We recently lost my mother-in-law after a long struggle with health issues. Hers was the first death of a close relative we had to explain to our daughter. The situation brought up many questions about how children deal with the news of an important loss and how they cope with their own grief. This isn’t something that many parents are well prepared to take on and often are too steeped in their own emotions to realize their children have a wholly different level of issues to work through as they confront such a loss. After working through memories and losses from my own childhood, as well as reading through professional advice, here are some helpful ideas on how to work through the loss of somebody close to your child.
Relating a personal loss to your child is the first hurdle. There’s never a good time, but there are certainly better times to break the news. For us, there was a delay. Our daughter was stressed out with schoolwork, so we decided to wait two days until she had less on her mind and could focus on herself. Don’t feel you need to tell your kids right away, but it is important not to wait too long in case they may find out from somebody else.
When you tell your child about the death, think first about their age and if they have dealt with this situation before. For first timers, there are going to be questions and possibly uncertainty about how they feel inside. Think about their emotional maturity and temper your expectations about how they will react. Some kids may burst into tears, while other may be angry or internalize their grief.
Let kids know it is perfectly normal to be upset and express their emotions. There’s the common impression, especially with men and boys, that you need to crush down your emotions and be passive with your grief. This is not only ridiculous, it’s unhealthy emotionally and may lead to problems down the road.
Should children attend a funeral? Good question without an easy answer. I personally don’t believe kids under 5 need to attend. They are too young to grasp what is going on and are more likely to be bored or have a difficult time sitting around quietly for long periods. Once they are older, it’s a good idea to ask them how they feel about the process and if they are comfortable going or make a judgment call based on their maturity level.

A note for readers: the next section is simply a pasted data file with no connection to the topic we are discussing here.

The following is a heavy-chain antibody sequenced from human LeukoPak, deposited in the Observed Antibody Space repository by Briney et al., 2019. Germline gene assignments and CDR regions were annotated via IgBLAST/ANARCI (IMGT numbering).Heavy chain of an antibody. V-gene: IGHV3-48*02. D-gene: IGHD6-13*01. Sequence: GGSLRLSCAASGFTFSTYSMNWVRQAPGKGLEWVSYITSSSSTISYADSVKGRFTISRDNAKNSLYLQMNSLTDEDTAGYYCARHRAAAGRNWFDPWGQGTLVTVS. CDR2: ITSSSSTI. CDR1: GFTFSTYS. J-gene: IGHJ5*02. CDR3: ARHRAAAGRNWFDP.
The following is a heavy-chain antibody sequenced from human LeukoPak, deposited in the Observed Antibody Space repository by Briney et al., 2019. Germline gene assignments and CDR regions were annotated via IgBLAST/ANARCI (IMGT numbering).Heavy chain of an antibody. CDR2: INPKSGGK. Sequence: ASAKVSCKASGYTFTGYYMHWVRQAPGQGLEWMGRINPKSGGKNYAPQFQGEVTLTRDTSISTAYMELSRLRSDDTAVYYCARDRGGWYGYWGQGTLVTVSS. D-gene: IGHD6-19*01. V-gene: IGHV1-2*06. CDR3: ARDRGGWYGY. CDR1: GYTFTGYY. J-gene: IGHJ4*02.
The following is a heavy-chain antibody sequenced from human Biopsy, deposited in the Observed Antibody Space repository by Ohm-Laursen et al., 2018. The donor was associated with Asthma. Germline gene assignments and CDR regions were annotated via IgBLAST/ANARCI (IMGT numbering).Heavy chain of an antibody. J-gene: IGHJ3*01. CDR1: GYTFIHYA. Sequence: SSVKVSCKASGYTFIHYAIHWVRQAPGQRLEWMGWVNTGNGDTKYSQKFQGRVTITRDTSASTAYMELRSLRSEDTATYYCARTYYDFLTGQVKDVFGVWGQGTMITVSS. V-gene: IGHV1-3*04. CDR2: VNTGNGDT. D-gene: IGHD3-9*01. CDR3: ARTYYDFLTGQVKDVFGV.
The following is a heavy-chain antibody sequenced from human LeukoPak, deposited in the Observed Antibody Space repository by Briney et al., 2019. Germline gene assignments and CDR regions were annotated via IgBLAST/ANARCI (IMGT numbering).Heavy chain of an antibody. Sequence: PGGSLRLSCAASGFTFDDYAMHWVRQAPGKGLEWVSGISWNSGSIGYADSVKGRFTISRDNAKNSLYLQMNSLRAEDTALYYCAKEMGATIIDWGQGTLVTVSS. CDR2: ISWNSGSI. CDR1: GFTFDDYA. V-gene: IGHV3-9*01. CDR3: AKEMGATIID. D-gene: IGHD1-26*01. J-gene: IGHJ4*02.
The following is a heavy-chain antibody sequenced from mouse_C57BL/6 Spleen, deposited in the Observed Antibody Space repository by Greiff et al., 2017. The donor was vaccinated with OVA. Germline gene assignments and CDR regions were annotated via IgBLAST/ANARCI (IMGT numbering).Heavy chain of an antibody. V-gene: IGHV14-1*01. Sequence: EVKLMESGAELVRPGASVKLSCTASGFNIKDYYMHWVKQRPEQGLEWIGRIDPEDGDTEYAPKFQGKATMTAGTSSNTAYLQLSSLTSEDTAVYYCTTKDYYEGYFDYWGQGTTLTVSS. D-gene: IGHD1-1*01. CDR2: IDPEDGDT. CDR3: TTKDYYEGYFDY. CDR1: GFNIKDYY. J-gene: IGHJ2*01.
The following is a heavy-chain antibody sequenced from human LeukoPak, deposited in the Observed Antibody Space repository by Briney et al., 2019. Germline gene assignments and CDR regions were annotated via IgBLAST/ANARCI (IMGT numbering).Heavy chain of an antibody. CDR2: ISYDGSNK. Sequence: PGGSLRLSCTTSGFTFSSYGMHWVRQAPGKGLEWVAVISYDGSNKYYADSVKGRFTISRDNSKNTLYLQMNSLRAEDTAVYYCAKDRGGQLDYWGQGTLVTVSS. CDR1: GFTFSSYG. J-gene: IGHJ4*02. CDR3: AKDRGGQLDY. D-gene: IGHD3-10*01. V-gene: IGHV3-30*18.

If your child will be attending the funeral and/or burial, find a way to involve them in the process. As a teen I had helped take care of my great grandmother. Serving as a pall bearer during her funeral helped to give me a bit of closure. Even younger kids can help with something, such as helping an adult greet guests or passing out flowers. Above all, be sure to talk through the funeral process with your child so they know what to expect and can share their feelings about it.
Help your child understand what happened so they can process their grief. After they have had time to think about the event, ask them how they feel about the loss. Do they understand the permanence of death? There will likely be lots of questions. As best you can, answer honestly.
There are many ways to work through grief. Share your fond memories of the departed and ask your child what they will miss about the person. This can help put a positive note on a sad event and remind them to reflect on the joys they had, not to just focus on the heartache. Depending on your beliefs, you may suggest your child have a conversation of sorts during prayer or their own quiet time with the deceased to share their thoughts and say goodbye.
To help children (and yourself) find closure, you might make up a little ceremony at home. For example, put a picture of the departed on the mantel with some flowers or light a candle in their memory. This type of goodbye can be more personal than a funeral. Later, you may ask if your child would like to visit the grave or help spread ashes.
Dealing with a personal death is never easy for us as adults. Remember that it can be a confusing time for children and help guide them through the process. I hope these tips from my experiences can help when it comes time for you to help your children process their grief. I’d also love for you to share your own thoughts and tips in the comments below to help other readers.